Having the expertise to maximize what you get for your budget, rather than a “one size fits all” cost per square foot plan, helps you get the most bang for your buck.

Efficient building practices

Builders need to run an efficient operation to minimize wasted time and resources, both of which cost you money. What processes does your builder have in place to minimize the amount of waste in your project? It’s a good question to ask before you start building.

Completion systems

Your builder should be able to explain the procedures in place to ensure that you have a fully complete home to move into. There shouldn’t be any unfinished touches, however minor, when you move in. This is tied to how organized your builder is.

Service and support after completion

When choosing a builder, ask if he or she has a comprehensive system to make sure the warranty is taken care of. What kind of warranty service would you expect if the warranty itself is an afterthought?

There are many, many builders out there with the expertise to build your new custom home. That’s the easy part, as a matter of fact.

But as you can see, there’s much more to building a home than design and construction. In fact, with proper planning and efficient systems, the act of actually building the house becomes almost incidental. Make sure your builder has expertise in all of the topics above, in addition to home building, before you make a commitment.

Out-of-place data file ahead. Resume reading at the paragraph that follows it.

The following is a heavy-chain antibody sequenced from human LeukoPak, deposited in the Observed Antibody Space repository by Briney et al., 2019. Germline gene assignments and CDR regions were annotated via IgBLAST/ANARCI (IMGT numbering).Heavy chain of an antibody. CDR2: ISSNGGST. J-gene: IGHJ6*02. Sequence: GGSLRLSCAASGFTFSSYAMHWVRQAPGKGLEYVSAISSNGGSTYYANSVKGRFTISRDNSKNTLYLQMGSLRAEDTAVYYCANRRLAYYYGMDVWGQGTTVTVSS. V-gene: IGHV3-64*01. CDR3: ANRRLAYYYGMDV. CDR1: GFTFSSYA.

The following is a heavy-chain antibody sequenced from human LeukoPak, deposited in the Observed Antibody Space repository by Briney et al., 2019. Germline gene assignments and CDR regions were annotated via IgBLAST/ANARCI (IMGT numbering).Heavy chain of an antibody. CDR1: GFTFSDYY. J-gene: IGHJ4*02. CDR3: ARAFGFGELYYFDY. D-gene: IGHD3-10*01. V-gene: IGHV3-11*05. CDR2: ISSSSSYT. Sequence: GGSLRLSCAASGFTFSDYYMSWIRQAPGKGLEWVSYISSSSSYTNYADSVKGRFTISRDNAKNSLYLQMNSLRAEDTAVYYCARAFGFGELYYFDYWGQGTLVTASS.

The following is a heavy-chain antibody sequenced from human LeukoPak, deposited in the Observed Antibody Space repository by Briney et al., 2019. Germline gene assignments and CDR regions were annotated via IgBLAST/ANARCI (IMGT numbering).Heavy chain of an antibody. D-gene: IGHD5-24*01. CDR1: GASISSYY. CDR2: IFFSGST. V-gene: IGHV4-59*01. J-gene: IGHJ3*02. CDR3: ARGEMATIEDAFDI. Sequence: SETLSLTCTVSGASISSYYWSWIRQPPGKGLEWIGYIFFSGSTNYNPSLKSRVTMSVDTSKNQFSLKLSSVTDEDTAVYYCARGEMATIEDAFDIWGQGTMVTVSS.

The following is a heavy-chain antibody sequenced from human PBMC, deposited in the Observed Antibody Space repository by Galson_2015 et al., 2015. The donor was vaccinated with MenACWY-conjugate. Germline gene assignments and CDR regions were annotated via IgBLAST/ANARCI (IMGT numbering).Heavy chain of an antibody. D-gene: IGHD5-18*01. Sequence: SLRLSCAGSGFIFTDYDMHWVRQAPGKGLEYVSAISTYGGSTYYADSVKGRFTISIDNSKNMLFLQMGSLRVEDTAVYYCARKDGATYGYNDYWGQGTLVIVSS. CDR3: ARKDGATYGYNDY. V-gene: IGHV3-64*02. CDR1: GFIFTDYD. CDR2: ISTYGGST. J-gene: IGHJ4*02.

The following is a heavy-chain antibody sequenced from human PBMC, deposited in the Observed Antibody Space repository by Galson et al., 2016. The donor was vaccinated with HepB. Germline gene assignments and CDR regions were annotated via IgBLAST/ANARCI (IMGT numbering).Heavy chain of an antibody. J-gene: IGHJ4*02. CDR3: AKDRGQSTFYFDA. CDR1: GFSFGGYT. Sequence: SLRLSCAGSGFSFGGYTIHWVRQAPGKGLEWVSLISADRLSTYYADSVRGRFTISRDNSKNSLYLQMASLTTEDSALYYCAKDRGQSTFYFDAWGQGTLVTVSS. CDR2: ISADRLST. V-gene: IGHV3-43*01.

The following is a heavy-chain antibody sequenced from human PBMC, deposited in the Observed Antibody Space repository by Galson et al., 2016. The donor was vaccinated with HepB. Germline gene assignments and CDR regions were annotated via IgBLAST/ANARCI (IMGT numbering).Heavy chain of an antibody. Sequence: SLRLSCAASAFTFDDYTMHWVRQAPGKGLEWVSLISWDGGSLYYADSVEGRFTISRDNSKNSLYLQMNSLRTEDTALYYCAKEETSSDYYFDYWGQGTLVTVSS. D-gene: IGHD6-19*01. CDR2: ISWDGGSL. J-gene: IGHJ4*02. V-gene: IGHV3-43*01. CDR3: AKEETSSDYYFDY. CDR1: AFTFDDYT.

Expecting to inherit land?

Fighting over propertyHere’s a problem our clients frequently run into: their dream piece of land is stuck in probate. This is a tricky issue whether it’s the land they are supposed to inherit or a piece of land they want to purchase. But we often see it with land that hasn’t been properly willed to a relative.

Probate is the legal process that kicks in when someone passes away without leaving clear legal instructions on how ownership should pass for their land. Verbal instructions to family just aren’t going to cut it in the legal realm. A well-crafted will created with a real estate planning attorney involved is the best way to avoid this situation in the first place.

Let’s say my Aunt Edna has told me she wants to give me her property after she passes away. We’ve had several conversations about it, and the rest of the family knows her intentions as well.

But if she passes away without putting that into a will, it’s up to a judge to decide where the land goes. He’s going to decide based on the law, not based on her statements. And if I’m not her only surviving relative, you can bet I won’t be getting all the property she intended to give me.

It might take the courts up to a year to decide what to do with the land, and if that decision is contested, that’s an even bigger delay before anyone can do anything with the land she left behind. All because my Aunt Edna’s intentions weren’t made out clearly in a will.

How can you avoid a mess like that? Well, if a family member owns property that you hope to acquire some day, make sure that family member’s wishes for that land are properly recorded in a will or trust prepared by a good real estate planning attorney.

That could save you months or years of time you wouldn’t get to spend enjoying the land. If you need a referral to a capable real estate planning attorney in order to make that happen, give us a call. We’d be happy to make a connection for you.

Don’t make a land purchase you’ll regret